Chemotherapy drugs and anti-cancer drugs called BH3 mimetics work by damaging cancer cells severely enough to make them undergo apoptosis, or programmed cell death. Most often the drugs’ way of killing cancer cells is to activate BAX, a cellular protein dubbed the “executioner protein.”
In a study published online on December 16 in Nature Communications, Evripidis Gavathiotis, Ph.D., and colleagues reported that BAX forms dimers (two BAX molecules bound to each other) in various cancer cells and that this form of BAX is associated with resistance to apoptosis. Interestingly, some patients with acute myeloid leukemia (AML) who are treated with the BH3 mimetic venetoclax relapse because their cancer cells develop mutations that can cause BAX to form dimers. The Gavathiotis team discovered new small molecules that activate the BAX dimer and, as a result, can induce apoptosis in treatment-resistant AML cells, either as single agents or combined with venetoclax or doxorubicin, a chemotherapy drug. This strategy could be applied to treating various types of cancer or to overcome drug resistance caused by the formation of BAX dimers.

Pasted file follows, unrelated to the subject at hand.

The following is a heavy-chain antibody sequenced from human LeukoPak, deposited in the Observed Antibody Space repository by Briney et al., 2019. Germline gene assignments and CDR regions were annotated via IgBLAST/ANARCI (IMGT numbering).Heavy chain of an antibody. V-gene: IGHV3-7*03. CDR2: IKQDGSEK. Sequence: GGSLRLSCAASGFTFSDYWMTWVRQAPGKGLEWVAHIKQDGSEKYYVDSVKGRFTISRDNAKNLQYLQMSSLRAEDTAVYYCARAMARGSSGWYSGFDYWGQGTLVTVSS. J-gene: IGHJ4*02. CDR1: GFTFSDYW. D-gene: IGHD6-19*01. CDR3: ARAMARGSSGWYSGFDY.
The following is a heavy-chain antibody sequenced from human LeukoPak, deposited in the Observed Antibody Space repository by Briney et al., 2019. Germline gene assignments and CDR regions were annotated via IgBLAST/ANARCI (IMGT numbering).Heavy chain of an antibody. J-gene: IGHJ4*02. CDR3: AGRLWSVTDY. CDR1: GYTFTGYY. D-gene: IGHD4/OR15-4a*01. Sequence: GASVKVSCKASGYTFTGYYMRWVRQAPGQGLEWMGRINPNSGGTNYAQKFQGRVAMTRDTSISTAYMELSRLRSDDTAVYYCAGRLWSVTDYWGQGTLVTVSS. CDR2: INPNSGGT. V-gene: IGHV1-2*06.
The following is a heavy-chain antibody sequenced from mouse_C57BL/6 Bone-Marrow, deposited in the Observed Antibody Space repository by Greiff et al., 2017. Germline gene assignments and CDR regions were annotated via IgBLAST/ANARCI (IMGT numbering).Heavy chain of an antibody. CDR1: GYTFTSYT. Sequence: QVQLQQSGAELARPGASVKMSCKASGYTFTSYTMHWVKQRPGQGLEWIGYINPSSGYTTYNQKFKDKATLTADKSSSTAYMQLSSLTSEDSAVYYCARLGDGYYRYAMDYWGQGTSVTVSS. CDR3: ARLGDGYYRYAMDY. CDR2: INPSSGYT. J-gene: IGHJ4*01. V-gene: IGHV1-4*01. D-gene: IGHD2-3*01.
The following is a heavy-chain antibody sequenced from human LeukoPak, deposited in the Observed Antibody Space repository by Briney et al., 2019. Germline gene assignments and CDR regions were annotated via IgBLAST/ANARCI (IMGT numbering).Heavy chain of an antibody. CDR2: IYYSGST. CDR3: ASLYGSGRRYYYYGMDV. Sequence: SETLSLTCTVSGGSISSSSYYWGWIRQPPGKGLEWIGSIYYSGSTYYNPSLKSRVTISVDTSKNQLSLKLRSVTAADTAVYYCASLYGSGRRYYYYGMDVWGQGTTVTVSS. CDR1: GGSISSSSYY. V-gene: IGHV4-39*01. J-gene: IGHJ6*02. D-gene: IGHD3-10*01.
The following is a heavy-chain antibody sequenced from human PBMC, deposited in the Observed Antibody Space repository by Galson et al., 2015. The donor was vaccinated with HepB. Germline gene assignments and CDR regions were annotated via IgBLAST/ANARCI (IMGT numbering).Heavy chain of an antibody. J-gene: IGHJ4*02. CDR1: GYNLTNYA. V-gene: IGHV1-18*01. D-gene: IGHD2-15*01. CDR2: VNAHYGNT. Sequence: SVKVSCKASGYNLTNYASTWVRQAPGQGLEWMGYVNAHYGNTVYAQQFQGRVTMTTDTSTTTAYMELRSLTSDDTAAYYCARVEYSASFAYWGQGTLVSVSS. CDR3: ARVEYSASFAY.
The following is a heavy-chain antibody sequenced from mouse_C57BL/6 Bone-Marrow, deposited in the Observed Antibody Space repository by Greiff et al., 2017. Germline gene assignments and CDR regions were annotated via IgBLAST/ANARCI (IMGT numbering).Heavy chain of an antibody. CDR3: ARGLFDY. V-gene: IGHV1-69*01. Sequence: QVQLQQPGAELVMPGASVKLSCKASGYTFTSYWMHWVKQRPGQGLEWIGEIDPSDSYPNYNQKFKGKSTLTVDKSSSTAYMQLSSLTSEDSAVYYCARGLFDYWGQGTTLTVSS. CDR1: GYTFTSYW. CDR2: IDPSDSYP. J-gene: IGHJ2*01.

Dr. Gavathiotis is professor of biochemistry, of medicine, and of oncology, and co-leader of the National Cancer Institute–designated Montefiore Einstein Comprehensive Cancer Center’s Cancer Therapeutics Program. The paper’s first author is Nadege Gitego, Ph.D., previously a PhD student in the laboratory of Dr. Gavathiotis.
Posted on: Tuesday, January 23, 2024